Denise Bulger, who had been at the police station since her son's disappearance, sensed something was going on. Suddenly, the office was buzzing and police were mobilizing. When she heard that a body had been discovered, she became horribly distressed. There was nothing she could do but wait, hysterical but contained in the claustrophobic station, anticipating the terrible confirmation that they had found James.
Robert later brought a single rose to the crime scene. Other Merseyside mourners had created a makeshift memorial for James near the railway. Robert noticed that television crews were filming the mourners and later argued that if he had killed James, why would he bring a flower for the baby?
At home, Jon showed an intense interest in the story of James's disappearance. He asked his mother if they caught the boys. "If I seen them lads, I'd kick their heads in," he said. On Sunday, when his mother told Jon that the little boy had been found dead by the railroad, Jon expressed concern for "his poor mum." Neil, Jon's father, asked him about the blue paint on his coat sleeve and Jon said Robert threw it at him. When the news reported that blue paint had been found on the boy's body, the Venables did not openly suspect their son, even though he had missed school the day James was murdered and wore a "mustard" colored jacket, the same as the boy in the video.
Perhaps even more outrageous than the brutality of the murder was the search for suspects, who were only boys themselves. How to find the killers? Police would check Friday's absentee lists from schools and held press conferences, partially in hope of finding more witnesses, but also to keep the public calm. It was as if a witch hunt developed overnight in Merseyside, but this time the suspects were boys. Reports came in casting blame on one bad child or another. Even parents called the station to report their own kids as suspects. When police arrested one suspicious 12-year-old boy, residents were so furious that they attacked his house and broke the windows after a mob of police led the boy away. His family had to be moved and the boy hadn't even been officially charged with the crime.
A mother suspects her son
An anonymous woman called the police station, reporting that her friend Susan Venables had a son named Jon, who had skipped school Friday and had blue paint on his jacket sleeve. He resembled the boy in the video. She said he had a friend named Robert Thompson, with whom he skipped school that day. With no other solid leads, investigators decided that Jon and Robert should be brought in for questioning.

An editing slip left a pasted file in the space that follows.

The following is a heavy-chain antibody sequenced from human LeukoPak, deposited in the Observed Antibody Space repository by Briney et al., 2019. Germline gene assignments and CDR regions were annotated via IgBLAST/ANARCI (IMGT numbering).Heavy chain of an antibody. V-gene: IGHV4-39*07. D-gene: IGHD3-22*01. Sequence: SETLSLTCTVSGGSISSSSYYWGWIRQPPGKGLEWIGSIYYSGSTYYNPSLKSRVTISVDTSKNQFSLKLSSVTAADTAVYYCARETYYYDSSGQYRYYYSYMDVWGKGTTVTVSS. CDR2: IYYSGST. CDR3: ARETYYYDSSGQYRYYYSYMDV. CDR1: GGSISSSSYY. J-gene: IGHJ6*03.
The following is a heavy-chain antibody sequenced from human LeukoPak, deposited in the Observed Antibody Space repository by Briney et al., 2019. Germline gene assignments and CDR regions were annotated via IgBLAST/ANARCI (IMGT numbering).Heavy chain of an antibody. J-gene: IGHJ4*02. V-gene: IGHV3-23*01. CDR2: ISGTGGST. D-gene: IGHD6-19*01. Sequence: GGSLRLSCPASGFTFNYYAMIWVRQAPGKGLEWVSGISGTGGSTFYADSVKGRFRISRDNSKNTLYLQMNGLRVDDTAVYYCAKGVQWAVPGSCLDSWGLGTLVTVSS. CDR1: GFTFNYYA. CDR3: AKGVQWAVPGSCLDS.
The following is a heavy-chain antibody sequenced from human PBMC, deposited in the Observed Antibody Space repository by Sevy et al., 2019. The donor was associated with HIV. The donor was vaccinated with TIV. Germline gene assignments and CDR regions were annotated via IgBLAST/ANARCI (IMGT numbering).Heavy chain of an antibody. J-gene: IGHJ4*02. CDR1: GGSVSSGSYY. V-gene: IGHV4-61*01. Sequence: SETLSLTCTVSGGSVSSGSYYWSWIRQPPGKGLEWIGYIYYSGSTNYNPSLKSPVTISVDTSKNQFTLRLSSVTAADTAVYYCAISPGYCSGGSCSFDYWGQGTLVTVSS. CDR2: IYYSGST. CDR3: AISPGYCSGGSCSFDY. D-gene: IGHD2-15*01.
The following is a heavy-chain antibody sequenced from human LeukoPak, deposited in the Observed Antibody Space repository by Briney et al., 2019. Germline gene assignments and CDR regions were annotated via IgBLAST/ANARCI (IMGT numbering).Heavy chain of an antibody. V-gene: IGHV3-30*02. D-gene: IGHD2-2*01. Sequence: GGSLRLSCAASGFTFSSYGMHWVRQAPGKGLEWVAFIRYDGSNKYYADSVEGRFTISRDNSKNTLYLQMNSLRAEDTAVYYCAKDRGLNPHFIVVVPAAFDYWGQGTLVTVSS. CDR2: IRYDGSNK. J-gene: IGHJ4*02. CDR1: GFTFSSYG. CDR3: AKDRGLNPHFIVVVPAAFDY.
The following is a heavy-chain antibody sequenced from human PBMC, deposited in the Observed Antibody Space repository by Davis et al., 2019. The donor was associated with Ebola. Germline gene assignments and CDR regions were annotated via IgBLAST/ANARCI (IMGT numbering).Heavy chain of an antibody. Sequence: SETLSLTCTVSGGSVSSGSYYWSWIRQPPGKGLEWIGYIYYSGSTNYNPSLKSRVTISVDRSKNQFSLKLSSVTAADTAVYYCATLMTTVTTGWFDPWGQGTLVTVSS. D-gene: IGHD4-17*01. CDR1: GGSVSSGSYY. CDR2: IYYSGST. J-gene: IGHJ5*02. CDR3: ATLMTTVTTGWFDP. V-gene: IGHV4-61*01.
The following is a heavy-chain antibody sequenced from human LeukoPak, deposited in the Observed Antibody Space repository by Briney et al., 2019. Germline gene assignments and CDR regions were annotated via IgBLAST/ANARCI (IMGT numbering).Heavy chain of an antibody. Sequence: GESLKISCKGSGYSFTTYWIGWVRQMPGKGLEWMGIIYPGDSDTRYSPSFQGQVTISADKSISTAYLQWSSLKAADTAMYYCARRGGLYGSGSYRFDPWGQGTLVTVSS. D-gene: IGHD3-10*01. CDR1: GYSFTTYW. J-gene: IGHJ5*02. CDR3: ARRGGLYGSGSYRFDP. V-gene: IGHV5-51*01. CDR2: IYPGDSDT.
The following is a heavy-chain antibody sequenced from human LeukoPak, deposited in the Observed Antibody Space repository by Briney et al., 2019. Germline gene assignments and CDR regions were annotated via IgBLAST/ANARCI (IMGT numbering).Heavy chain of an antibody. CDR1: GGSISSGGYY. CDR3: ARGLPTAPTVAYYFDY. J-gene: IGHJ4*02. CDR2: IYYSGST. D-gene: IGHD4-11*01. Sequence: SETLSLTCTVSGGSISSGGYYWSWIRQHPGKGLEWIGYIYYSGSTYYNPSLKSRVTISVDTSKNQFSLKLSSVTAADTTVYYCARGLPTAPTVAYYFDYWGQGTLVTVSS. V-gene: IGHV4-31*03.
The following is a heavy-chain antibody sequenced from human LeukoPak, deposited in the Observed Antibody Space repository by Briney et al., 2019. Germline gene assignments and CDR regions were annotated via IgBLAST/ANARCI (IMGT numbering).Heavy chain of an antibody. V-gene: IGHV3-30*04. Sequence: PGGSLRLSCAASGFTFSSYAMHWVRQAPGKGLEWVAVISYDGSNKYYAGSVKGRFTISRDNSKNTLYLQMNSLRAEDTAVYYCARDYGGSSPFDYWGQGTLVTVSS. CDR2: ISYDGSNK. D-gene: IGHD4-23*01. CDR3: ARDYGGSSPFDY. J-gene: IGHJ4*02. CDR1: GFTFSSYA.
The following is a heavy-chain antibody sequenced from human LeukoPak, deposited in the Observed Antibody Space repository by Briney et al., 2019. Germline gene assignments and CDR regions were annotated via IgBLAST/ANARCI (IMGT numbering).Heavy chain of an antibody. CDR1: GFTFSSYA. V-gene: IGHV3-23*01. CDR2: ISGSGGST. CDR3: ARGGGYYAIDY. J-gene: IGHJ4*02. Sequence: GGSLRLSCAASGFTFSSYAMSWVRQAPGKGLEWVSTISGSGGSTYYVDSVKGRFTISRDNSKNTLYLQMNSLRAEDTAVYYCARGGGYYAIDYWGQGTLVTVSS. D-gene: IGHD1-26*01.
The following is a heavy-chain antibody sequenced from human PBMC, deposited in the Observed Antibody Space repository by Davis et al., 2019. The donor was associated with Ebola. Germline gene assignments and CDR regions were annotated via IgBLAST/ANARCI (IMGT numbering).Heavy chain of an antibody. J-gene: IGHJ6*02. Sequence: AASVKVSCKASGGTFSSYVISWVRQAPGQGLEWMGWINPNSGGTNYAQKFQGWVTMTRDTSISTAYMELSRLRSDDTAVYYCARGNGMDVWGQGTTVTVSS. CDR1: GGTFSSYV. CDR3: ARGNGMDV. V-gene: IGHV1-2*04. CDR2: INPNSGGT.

At 7:30 in the morning on Thursday, February 18, four police officers appeared on Ann Thompson's doorstep with a search warrant. When Robert realized that he was a suspect, he began to cry. They rounded up his clothes and immediately noticed that there was blood on his shoes.
When they came for Jon Venables, his mother Susan answered the door and said, snidely, "I knew you'd be here. I told him you'd want to see him for sagging school on Friday." Susan mentioned that Jon "came home on Friday, coat full of paint." Officers promptly asked for Jon's mustard-yellow coat, which had indeed been splattered with blue paint. It even appeared that there was a small handprint on the sleeve. Jon grabbed hold of his mother and sobbed. "I don't want to go to prison, mum. I didn't kill the baby." He cried hysterically. "It's that Robert Thompson. He always gets me into trouble." Through tears, Jon told police they should speak to Robert. As they drove him to the police station, Jon continued to ask about Robert. Had they arrested him yet, and where were they taking him?
Despite Robert and Jon's distressed reactions to being arrested, the police did not immediately suspect that they were the killers. They were simply following up on a tip. There were other boys with violent records out there and, besides, the boys in the Strand video looked to be 13 or 14 years old. Jon and Robert were small, still little kids themselves. But, following procedure, investigators interviewed Jon at the Lower Lane police station and Robert at the Walton Lane police station, which was just down the slope from where James had been killed.
The boys, especially Jon, were both terrified and fascinated by the police procedure. As they took Jon's fingerprints, he nervously asked how fingerprints worked. They seemed like invisible ink, magical to him. "Do you leave these on whatever you touch?" he asked. "If you touch someone's skin does it leave a fingerprint? If you drag someone really hard, do you leave your nails in his skin?" He wanted to know if they were taking Robert Thompson's prints too. Police took blood, hair, and fingernail samples from both boys.
In the meantime, a shopkeeper from the Strand called the police. The boys from the video might have been in their store on the day James disappeared, so police came down and took fingerprints. Jon's were matched.